21st century technology deciphers ancient Hebrew scroll

Lena Liebman the head of the conservation laboratory of the Israeli Antiquities Authorities measures a fragment of a burnt scrol
Lena Liebman the head of the conservation laboratory of the Israeli Antiquities Authorities measures a fragment of a burnt scroll at the Dead Sea scrolls laboratory in Jerusalem on July 20, 2015

Cutting-edge technology has for the first time allowed scholars to read the most ancient Hebrew scroll found since the Dead Sea Scrolls, Israeli and US experts said on Monday.

The charred piece of parchment from the sixth century AD was found in the ashes of an ancient synagogue at Ein Gedi, on the shores of the Dead Sea, in 1970 but until now has been impossible to read.

"The most advanced technologies allowed us to virtually unroll a scroll, part of a bible, from about 1,500 years ago," said Pnina Shor of the Israel Antiquities Authority (IAA).

"After the Dead Sea Scrolls, this is the most significant find of a written bible," she told journalists.

Archaeologist Sefi Porat was a member of the team which excavated the ruins in 1970.

"We tried to read it right after, but with no success," he said.

"We didn't know what was hidden there with the technology of the time."

The fragment measuring seven centimetres (two and three-quarter inches) in length resembles a peace of charcoal.

It has now been found to contain the first eight verses of the Old Testament book of Leviticus, which lay down the rules for ritual sacrifice, said Shor, head of the IAA's Dead Sea Scrolls projects.

Kept in the IAA's dark, climate-controlled vaults along with the Dead Sea Scrolls themselves, the parchment remained a closed book until last year when Israeli company Merkel Technologies volunteered the use of its micro-CT scanner.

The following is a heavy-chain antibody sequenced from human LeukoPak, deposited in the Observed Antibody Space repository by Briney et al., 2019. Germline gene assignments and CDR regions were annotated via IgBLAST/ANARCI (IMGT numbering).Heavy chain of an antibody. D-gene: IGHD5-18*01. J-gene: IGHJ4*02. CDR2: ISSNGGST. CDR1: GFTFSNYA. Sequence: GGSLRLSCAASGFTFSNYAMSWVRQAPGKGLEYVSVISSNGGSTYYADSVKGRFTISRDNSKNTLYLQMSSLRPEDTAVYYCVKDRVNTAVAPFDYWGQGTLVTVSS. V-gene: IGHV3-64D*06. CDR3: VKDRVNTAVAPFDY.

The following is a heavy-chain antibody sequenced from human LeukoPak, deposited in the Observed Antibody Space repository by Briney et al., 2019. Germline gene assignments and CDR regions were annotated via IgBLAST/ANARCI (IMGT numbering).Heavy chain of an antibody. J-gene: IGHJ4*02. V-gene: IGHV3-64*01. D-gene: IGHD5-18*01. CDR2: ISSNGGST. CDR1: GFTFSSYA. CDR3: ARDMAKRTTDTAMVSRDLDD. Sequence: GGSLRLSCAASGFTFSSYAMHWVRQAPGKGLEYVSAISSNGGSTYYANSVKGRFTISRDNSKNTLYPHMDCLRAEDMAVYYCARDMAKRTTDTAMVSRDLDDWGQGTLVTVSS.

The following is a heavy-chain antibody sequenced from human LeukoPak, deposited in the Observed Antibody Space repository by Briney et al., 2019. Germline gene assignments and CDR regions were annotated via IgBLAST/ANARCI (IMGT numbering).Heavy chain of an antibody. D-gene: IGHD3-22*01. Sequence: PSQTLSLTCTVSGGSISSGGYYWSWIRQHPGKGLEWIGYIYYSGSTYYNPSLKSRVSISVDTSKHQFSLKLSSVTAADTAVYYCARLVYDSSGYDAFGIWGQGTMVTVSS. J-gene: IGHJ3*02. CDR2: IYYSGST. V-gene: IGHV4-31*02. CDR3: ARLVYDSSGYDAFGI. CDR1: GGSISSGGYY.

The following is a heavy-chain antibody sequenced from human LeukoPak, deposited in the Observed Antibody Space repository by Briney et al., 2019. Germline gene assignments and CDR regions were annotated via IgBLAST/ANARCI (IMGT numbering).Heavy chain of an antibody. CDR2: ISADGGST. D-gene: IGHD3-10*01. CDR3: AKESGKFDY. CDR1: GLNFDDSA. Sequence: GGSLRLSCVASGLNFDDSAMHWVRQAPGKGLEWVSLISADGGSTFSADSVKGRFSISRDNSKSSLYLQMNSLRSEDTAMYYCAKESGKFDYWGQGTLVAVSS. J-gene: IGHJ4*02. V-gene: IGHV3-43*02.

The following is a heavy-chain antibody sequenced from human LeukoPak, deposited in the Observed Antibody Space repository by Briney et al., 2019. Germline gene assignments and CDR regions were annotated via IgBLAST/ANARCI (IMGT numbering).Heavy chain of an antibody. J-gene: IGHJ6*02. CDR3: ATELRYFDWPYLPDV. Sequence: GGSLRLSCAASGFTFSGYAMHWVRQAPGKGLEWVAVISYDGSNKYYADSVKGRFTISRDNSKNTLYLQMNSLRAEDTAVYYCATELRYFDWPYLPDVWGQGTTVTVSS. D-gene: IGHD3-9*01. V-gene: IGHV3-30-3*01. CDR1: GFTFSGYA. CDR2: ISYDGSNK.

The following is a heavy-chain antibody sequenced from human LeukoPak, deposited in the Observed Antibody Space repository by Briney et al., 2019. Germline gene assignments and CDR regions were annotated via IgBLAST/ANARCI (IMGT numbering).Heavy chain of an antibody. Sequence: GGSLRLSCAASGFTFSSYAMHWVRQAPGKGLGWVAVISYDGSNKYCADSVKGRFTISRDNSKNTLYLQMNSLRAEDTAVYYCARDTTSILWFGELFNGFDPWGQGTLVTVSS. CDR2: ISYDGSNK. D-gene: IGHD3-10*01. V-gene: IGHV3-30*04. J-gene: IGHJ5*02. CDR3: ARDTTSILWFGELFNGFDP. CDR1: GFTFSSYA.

The resulting 3D scans were sent to the computer science department of the University of Kentucky, which developed digital imaging software and delivered the first images last week.

Shor said she believed the complete scroll would have contained the whole of the Torah, the Jewish bible, but Kentucky University professor Brent Seales said it was too early to know if any more information could be retrieved from the Ein Gedi parchment.

"We're really not sure. It's such a technical challenge," he told the news conference through a video link. "We know there is more though."

Shor said the discovery filled an important gap in between the Dead Sea Scrolls, written more than 2,000 years ago, and the 10th century Aleppo Codex.

The 870 Dead Sea Scrolls were discovered between 1947 and 1956 in the Qumran caves above the Dead Sea.

The oldest of the documents dates to the third century BC and the most recent to about 70 AD, when Roman troops destroyed the Second Jewish Temple in Jerusalem.

The Aleppo Codex, was written in the Galilee in the 10th century AD and named for the Syrian city to which it resided from the late 14th century until it was smuggled to Israel in the 1950s


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© 2015 AFP

Citation: 21st century technology deciphers ancient Hebrew scroll (2015, July 20) retrieved 25 August 2019 from https://phys.org/news/2015-07-21st-century-technology-deciphers-ancient.html
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Jul 20, 2015
Is Science on Backfoot relative to Old materials?
Were They who wrote Primitive OR The Greatest Possible Wizards Now Dining in Heaven?

Jul 20, 2015
Interesting. Detailed procedures for the ritualistic killing of living things. God be praised!

Jul 20, 2015
Even if you find the entire concept of religion abhorrent, you should at least try to understand where our civilization came from and how it got to be what it is. The study of religion is an integral part of that discussion. That is reason enough to want to try to read this scroll.

Aside of all that, there may be very basic things on this parchment besides religious texts. A caravan's manifest, for example, would be a gold mine of information on daily life in that age. This technology could make previously unreadable texts invaluable.

Jul 21, 2015
That looks like poop

Jul 22, 2015
Interesting comments: Thoughtless mass slaughter to produce the cheapest Big Mac is OK; but killing an animal with all due diligence and consideration of the sacrifices involved (By the animal and also its owner) is not?

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